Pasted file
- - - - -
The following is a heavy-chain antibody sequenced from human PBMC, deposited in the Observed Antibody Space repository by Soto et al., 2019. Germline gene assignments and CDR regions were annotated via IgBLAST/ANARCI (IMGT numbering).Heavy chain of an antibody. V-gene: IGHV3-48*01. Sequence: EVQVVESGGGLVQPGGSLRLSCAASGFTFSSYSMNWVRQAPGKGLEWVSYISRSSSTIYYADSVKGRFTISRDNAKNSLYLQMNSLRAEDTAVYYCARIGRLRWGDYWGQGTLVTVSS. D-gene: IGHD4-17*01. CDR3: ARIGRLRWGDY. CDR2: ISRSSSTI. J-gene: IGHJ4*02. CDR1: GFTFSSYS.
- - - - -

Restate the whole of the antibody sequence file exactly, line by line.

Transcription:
The following is a heavy-chain antibody sequenced from human PBMC, deposited in the Observed Antibody Space repository by Soto et al., 2019. Germline gene assignments and CDR regions were annotated via IgBLAST/ANARCI (IMGT numbering).Heavy chain of an antibody. V-gene: IGHV3-48*01. Sequence: EVQVVESGGGLVQPGGSLRLSCAASGFTFSSYSMNWVRQAPGKGLEWVSYISRSSSTIYYADSVKGRFTISRDNAKNSLYLQMNSLRAEDTAVYYCARIGRLRWGDYWGQGTLVTVSS. D-gene: IGHD4-17*01. CDR3: ARIGRLRWGDY. CDR2: ISRSSSTI. J-gene: IGHJ4*02. CDR1: GFTFSSYS.